A group of occupational medicine doctors is warning that legalization of marijuana has “huge” public and workplace health and safety implications that Congress should consider when dealing with the issue.
The American College of Occupational and Environmental Medicine (ACOEM) said the current “patchwork of laws to address marijuana use and workplace safety is detrimental to employees, employers and the general public” in a statement, Legalization of Marijuana – Implications for Workplace Safety, which it sent to all members of Congress last week.
The group’s member physicians deal with occupational health, safety and environmental issues. They told Congress they support giving employers flexibility to deal with marijuana use by workers and “strongly” support legislation to allow employers to prohibit employees in safety-sensitive positions from working while under the influence of marijuana.
“Employers have a legal responsibility to protect employees from workplace illness or injury under the Occupational Safety and Health Administration’s general duty clause. Employers also have an ethical responsibility to prevent impaired workers from exposing themselves, their co-workers, and/or the general public to risk of harm,” the statement says.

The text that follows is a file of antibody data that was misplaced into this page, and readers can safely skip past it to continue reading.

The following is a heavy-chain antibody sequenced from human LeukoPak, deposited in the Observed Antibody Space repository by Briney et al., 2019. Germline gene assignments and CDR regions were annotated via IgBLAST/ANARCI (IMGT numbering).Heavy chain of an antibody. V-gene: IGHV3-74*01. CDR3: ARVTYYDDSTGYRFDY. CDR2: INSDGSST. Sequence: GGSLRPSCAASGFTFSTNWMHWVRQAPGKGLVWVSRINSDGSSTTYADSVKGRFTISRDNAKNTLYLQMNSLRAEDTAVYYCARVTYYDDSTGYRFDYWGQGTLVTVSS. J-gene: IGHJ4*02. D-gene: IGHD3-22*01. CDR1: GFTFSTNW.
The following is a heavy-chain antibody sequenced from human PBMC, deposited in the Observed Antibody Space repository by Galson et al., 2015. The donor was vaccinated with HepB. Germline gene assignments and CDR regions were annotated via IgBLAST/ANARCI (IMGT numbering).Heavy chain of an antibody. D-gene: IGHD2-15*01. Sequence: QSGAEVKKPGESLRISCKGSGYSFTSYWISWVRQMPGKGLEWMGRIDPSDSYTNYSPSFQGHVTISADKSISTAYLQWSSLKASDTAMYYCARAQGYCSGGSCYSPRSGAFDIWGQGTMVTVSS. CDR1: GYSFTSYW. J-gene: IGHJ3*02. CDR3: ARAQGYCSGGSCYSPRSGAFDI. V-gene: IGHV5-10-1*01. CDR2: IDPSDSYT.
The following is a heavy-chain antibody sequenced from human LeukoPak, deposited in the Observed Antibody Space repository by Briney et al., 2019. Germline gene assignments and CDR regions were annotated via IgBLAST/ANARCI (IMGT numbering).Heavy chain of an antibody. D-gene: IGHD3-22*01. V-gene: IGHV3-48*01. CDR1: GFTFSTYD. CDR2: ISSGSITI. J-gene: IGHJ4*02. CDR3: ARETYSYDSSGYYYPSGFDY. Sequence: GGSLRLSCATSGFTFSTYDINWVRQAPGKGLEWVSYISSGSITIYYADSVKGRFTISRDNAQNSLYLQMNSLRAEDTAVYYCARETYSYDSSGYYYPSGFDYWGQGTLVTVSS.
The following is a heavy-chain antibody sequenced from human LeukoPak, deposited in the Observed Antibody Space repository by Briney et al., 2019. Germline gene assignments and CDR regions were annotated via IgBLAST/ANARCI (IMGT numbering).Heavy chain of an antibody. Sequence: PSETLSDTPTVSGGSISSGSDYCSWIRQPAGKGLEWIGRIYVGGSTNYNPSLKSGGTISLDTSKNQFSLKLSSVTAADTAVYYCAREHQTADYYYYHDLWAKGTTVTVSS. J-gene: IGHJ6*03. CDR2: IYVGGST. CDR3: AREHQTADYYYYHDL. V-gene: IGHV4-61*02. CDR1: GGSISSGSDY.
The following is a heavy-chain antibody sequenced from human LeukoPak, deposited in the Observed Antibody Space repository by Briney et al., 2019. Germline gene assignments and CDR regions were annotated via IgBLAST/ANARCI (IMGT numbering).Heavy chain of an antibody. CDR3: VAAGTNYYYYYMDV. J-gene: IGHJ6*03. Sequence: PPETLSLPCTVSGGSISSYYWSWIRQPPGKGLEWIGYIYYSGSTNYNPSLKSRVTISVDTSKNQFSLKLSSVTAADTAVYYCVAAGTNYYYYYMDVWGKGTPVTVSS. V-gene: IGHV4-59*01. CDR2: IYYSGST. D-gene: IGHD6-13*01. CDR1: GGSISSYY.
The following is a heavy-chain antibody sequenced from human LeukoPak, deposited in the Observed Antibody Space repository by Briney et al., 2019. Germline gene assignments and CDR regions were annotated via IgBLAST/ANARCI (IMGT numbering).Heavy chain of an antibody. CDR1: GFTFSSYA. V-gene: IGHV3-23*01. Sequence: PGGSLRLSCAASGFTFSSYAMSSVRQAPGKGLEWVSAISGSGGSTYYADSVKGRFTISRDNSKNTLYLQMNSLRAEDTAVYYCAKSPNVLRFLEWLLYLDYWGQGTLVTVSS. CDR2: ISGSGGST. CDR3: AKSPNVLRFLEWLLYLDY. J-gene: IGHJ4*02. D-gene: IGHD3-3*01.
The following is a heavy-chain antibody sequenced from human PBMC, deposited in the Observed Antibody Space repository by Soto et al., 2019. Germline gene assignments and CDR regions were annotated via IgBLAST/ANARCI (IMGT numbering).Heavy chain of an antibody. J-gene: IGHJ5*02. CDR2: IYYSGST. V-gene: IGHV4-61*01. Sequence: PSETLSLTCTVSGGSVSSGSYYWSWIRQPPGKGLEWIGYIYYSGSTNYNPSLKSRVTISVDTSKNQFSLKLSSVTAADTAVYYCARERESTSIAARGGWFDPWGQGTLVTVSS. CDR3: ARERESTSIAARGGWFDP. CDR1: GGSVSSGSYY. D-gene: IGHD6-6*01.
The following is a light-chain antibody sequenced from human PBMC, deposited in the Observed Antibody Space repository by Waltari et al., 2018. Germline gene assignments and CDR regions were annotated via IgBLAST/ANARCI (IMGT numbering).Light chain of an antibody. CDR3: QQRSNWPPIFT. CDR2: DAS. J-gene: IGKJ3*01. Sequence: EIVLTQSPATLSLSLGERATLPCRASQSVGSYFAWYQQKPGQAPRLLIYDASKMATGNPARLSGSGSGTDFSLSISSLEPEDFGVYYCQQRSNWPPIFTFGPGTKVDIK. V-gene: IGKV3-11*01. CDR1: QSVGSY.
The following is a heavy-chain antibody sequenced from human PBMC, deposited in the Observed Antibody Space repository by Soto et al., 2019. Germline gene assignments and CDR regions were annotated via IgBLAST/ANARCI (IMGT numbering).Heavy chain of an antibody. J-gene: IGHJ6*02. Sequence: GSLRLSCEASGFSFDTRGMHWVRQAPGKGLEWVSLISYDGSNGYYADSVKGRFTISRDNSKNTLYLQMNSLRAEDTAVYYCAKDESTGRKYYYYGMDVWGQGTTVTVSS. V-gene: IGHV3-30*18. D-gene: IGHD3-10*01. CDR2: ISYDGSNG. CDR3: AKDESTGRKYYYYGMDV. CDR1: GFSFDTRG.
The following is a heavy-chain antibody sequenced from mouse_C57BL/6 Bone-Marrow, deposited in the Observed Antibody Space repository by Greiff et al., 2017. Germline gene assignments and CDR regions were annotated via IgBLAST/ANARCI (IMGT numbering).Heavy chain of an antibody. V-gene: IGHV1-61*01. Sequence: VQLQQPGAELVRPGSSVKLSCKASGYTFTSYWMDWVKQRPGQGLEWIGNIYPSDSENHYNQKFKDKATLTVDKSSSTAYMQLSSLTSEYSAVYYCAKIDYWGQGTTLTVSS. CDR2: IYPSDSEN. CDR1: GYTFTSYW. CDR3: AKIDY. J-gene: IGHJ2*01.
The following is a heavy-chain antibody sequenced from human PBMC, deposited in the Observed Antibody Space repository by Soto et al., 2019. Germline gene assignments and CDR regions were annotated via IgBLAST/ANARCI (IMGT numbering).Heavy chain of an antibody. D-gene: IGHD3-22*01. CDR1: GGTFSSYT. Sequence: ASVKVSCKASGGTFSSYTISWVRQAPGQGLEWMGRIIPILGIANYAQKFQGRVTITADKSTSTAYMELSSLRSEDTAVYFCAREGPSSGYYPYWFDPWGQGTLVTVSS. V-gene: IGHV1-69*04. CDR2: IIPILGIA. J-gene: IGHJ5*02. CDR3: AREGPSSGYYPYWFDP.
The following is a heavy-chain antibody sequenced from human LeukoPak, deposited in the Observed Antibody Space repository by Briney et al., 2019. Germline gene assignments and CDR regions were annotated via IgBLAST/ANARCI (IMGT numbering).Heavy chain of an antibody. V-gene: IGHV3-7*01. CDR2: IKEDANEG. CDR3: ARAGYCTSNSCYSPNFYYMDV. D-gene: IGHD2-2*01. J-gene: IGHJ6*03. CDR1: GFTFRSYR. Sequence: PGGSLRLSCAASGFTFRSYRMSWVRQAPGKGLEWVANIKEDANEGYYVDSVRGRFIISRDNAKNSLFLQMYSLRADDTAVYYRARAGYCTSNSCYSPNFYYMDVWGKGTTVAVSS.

ACOEM is urging legislators to carefully consider the impact of any federal marijuana legislation on workplace safety. “While there is much not known about marijuana, what is known is that marijuana can cause impairment which will interfere with safe and acceptable performance in the workplace,” said ACOEM President Steven Frangos, MD, of Houston. “Furthermore, this is particularly concerning for those individuals working in safety-sensitive positions where impairment can affect the health and safety of other workers, customers, the general public, or others.”
To date, 33 states and the District of Columbia have legalized the medical and/or recreational use of marijuana. The group says that there is no consensus among the states on what are “safety-sensitive” positions or when employers may conduct drug testing or institute a zero-tolerance drug policy for those positions.
If Congress removes marijuana from the federal Controlled Substances Act, employers must be allowed to “obtain objective measurement of body fluid levels of marijuana,” the statement adds.
There have been bills filed in Congress that would legalize and tax marijuana at the national level, and provide opportunities for people convicted of federal pot crimes to clear their records.
The U.S. House last month advanced legislation called the SAFE Act designed to let banks do business with cannabis companies in states that permit marijuana sales, a step that some supporters see as helping to pave the way to nationwide legalization.
Federal health officials recently issued a national warning against marijuana use by teenagers and pregnant women.
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